Best Practices in Web

The top 3 best practices & worst offenses for 2017 website design and development

Back by popular demand! If you’ve already failed in your new year’s diet, try your hand at a website detox and health regimen.

 As one of the Washington Business Journal’s Book of Lists top web design firms, we were asked to provide expert, insider tips on what sites should (and shouldn’t) have in a great website design. Here’s what our team had to say:

1. What is one thing you think is important to include on any company website that you don’t always see? Why is it important?


This seems ridiculously obvious, but CONTACT INFORMATION! I can’t say how many times I’ve had to dig through a company’s website just to find out their address or phone number. If you’ve made a business website, you WANT people to contact you, right? Make it ubiquitous on every page.

Same goes for any other essential information you need to share, such as product pricing/rates on products and who you are in layperson terms (i.e. NOT “we are a leading turnkey solutions provider”).

2. What are the top offenses you still see on business websites that, in your opinion, really just need to go away forever? 


  1. Navigation that mirrors an internal structure instead of user-centric organization. I shouldn’t have to guess what department of the company handles what I need to be able to find it on your website.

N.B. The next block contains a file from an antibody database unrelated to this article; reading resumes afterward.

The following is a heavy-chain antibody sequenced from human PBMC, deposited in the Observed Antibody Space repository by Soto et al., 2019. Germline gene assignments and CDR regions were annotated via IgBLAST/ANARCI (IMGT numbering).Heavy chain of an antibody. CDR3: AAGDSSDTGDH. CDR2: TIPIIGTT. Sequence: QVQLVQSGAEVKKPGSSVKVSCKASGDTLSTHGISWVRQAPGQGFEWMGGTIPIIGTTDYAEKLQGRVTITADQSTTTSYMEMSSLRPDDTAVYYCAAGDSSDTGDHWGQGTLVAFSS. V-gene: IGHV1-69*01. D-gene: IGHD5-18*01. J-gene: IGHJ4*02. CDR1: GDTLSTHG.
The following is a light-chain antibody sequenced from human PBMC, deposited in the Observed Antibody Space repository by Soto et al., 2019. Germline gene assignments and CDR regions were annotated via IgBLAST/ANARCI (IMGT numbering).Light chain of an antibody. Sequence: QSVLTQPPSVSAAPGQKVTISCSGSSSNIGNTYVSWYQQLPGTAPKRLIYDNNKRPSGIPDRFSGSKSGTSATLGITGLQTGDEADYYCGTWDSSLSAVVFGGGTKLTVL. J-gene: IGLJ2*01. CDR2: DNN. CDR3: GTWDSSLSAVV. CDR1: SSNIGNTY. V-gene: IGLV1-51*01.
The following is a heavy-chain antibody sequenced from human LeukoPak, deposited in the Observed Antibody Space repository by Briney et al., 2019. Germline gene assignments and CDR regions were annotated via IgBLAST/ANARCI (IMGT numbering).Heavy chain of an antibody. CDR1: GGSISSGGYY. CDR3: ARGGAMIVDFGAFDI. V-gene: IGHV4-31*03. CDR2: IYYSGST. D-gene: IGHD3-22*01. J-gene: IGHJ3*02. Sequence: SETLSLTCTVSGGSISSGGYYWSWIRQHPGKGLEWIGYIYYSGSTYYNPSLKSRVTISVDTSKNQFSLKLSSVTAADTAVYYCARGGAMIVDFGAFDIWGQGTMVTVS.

2. Generic stock photo contact us lady

    This stock image is on so many business websites that Google thinks her search term name is Contact us!

    Bad/homegrown photography, or trite stock photos. Just because everyone’s cell phone can take super hi-res photographs does not mean those images should go on your site. And most stock photos are laughably bland.

  3. Home page carousels and sliders have run their course. Most studies show that sliders are either ignored entirely or are perceived as annoying by users, and stats show that few look past the second panel.Find your key message and run with it, instead of trying to promote five at the same time. Probably the most clever way to convince clients to have them visit Should I Use a Carousel 🙂
  4. Any use of autoplay sound or video. I can’t think of one time that I didn’t instantly search to find the source of noise and silence it. I’ll get to your video in my own time, thanks.
  5. Same goes for unwanted pop-ups. Nothing drives away business faster than getting a pop-up the second the website loads (especially on mobile sites). I promise, if you’re offerings rock, I will subscribe or sign up!

3. Do you have any other pet peeves about business websites done badly? How common are these issues?


  • First, everyone’s had plenty of time to transition to responsive websites. You’re now being penalized by Google search (as well as scoffed at, cursed, and abandoned by site visitors). There’s really no excuse at this point!
  • Don’t create a news site if you’re never going to update it! Make sure your look, feel, and layout matches your focus, content and ability to upkeep. 
  • Don’t have a site that looks and acts like a shopping site if I can’t buy anything.
  • Don’t pull in your social feeds if you rarely update them (in fact, stop pulling in your social feeds at all…you muddy your message).

Got any other suggestions for improved usability and user experience? Let us know in the comments!

Layla Masri

About Layla Masri

Layla is a co-founder of Bean Creative. She leverages her ad agency background and 15-plus years as a marketing and web copywriter to maximize interactive impact for strategic planning, usability/accessibility, and digital promotion.
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